Leading Learning Space Changes

School leaders are looking for fresh ways to engage students in their learning. Engaged students are more likely to grow the essential skills needed beyond high school to be both college and career ready. Coupling engagement with a deeper, more active learning requires new skills for teachers and leaders and teaching environments that allow for both to happen more often. Many leaders are seeing the opportunity to redesign learning spaces as a way to make these possibilities come to life.


My co-authors and I have recently outlined a path for schools to begin this redesign. Redesigning Learning Spaces provides a blueprint on how to reshape classrooms and culture to maximize the type of learning that all kids need. Below are five tips for how leaders can lead these needed changes.


Amplify Student Voice.

Schools have too often been places where adults solve the problems that students have, yet the students may have greater insight to the issues and potentially a more robust solutions. Allow students to be in the center of the work around learning space design and learn about the way that they want to learn.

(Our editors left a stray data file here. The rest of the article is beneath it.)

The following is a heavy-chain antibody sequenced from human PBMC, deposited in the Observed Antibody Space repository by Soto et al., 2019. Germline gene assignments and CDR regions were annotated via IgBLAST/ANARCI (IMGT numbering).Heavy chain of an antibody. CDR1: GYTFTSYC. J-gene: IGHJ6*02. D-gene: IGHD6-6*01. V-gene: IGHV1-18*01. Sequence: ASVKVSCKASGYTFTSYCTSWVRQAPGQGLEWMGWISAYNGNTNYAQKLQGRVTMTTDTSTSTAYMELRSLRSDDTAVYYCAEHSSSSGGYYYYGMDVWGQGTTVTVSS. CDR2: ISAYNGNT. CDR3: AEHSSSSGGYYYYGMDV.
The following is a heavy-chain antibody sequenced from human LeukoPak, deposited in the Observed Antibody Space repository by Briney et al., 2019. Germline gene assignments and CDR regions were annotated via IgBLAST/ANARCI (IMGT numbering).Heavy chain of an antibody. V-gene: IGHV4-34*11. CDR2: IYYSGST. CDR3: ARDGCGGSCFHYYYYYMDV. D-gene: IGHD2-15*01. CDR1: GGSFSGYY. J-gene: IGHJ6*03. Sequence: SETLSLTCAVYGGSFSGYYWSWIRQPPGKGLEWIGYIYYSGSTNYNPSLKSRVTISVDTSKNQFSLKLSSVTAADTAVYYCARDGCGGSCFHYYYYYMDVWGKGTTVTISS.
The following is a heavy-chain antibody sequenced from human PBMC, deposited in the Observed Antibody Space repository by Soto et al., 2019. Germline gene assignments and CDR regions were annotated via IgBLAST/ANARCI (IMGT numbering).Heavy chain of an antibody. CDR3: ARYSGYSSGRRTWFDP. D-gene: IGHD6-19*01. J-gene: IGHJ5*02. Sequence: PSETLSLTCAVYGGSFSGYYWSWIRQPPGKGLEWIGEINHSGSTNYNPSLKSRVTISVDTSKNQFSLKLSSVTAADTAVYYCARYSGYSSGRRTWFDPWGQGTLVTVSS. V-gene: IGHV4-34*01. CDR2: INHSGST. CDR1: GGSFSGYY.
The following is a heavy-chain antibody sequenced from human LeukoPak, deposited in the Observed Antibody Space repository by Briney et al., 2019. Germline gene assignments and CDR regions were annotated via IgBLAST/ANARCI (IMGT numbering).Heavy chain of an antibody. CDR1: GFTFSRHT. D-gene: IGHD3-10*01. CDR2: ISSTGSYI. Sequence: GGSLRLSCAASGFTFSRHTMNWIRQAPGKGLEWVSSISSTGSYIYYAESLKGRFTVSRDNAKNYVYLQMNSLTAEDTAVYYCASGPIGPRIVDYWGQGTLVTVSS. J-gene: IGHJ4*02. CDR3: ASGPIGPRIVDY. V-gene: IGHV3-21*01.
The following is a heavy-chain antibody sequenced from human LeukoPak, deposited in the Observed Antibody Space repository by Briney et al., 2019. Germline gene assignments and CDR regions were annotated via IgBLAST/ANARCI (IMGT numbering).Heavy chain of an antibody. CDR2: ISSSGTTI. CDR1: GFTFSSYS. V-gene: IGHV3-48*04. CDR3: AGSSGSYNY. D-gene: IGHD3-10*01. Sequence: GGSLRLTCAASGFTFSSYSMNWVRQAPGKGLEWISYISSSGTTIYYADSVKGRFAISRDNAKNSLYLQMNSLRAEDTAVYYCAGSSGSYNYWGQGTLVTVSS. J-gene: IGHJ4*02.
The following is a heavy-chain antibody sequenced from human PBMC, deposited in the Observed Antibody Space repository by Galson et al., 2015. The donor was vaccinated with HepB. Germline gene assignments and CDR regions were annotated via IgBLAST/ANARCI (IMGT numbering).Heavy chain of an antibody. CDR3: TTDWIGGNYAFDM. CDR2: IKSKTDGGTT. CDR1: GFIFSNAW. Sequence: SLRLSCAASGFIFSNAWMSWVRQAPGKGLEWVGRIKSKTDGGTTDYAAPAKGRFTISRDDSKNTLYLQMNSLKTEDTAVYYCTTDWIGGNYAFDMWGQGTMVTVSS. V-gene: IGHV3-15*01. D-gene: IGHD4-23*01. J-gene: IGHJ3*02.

Make Redesign a Community Effort

New learning spaces don’t have to break the bank. Work with teachers, parents, and community members to add the right mix of comfortable seating, natural light, plants, and new surfaces for learning. It is amazing how many useable items are sitting in a garages or basements. This collaborative effort also provides time and space to explain the importance of this work beyond the school walls.


Avoid Turning Classrooms into Random Collections of Stuff

The intentionality of redesigning learning spaces is essential. More isn’t more. The free, open space in classrooms is often as important as adding new items. Every piece of furniture should be an intentional decision with less as more always being the winner on tough calls. There are too many classrooms that already look like an episode of Hoarders.


Model the Changes in Other Spaces

 As leaders, it is essential to model the changes in other spaces. This could mean the cafeteria, hallways, offices, etc. Doing this begins to speak into the importance of the work to reenergize the school with the space that surrounds teachers and students as well as it gives teachers and students ideas for reshaping their classrooms. The entire school supports deeper learning, and the entire school should be on the table for redesign.


Have Fun

Redesigning learning spaces is an opportunity to bring fun, energy, and creativity to the forefront. Allow the process to be fun. Set up a fun way for teachers to showcase their changes. Celebrate the new ways of learning that are emerging from this work. Let the community see the fruits of your labors. Learning should be fun and exciting, and the right coats of paints, the right lighting, and the right changes can really ignite a school to new places.